After we have made the two measurements, we scale the near-field measurement. Since the microphone is so close to the speaker, the magnitude will be higher than the free-field measurement, where the microphone is 1 meter away. After the near-field curve was scaled by the appropriate amount of db, we splice the 2 response curves at the appropriate frequency, and we get a full range frequency response curve for the loudspeaker under testing.
Equipment used for quasi anechoic loudspeaker measurements
We will enumerate the equipment needed and what gear we will be using for our experiment :
- A measurement microphone. We will be using a Dayton Audio EMM-6 (Amazon affiliate link). This is an affordable mic, with included calibration file, to compensate for the non-linearities in the frequency response. Simply go to their website, type in your serial number, and download the file. We will use this file later.
- A microphone preamplifier. We will use the Focusrite Scarlet 2i2 (Amazon affiliate link). It has two inputs / outputs, and most important, it can provide phantom power for the mic. Make sure that your preamp has this option. Another advantage for our Focusrite preamp is that it draws power from USB. This means you can make in-car measurements with a laptop and this little guy, without connecting to a wall socket.
- An external sound card. Our Focusrite Scarlet 2i2 doubles up as a sound card, so no extra gear here. But you can use any sound card you wish. Avoid on-board solutions as they can have bad frequency response and / or total harmonic distortion.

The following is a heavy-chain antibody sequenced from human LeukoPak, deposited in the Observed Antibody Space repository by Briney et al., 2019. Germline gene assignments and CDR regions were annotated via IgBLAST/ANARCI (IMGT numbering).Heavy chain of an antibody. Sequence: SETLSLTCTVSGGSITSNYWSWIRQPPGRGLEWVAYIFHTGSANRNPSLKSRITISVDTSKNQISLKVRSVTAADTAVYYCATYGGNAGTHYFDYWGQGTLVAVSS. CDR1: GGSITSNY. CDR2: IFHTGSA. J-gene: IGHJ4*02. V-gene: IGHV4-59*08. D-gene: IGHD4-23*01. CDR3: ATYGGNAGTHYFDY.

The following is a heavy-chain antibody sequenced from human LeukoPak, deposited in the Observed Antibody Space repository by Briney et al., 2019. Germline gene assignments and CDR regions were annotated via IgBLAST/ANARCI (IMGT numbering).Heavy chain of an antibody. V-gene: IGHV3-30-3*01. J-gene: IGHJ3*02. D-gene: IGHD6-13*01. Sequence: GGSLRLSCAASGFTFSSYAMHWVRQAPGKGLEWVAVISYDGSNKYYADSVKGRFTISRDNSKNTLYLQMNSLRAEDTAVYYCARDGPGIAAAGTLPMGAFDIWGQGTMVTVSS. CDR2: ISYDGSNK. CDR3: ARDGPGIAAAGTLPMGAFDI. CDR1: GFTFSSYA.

- A microphone stand.
- A speaker stand.
- Various cables depending on you gear.
- Device for testing. We will be testing the M-Audio BX5 studio monitors. Because they are active loudspeakers, there is no need for a separate amplifier.
Before we start our quasi anechoic loudspeaker measurements, we need to do some calibration and check if everything is correctly set up and working properly.
First, let’s start by doing some adjustments in Windows. My operating system is Windows 10, and it should be similar to Windows 8 / 8.1. Go to the speaker looking icon, near the clock and right click on it. Then click recording devices.
After that, select the device you will be using for recording. In our case, we will be using the line in of our Focusrite Scarlet. Right click the device and click properties.
Then go to the levels tab and take the slider to a very low value, 1 in our case.
Click OK, and then do the same for the playback devices. Right click the speaker icon near the clock, click playback devices. Then select your output device. In our case, it is the line out of our Focusrite Scarlett. Right click on it and select properties.
Then go to the levels tab and select the maximum value. This is probably set by default as maximum, but it is good to check.
Now the windows adjustments are complete and we shall start ARTA, and do some more fiddling over there. When you start ARTA, your interface should look like this :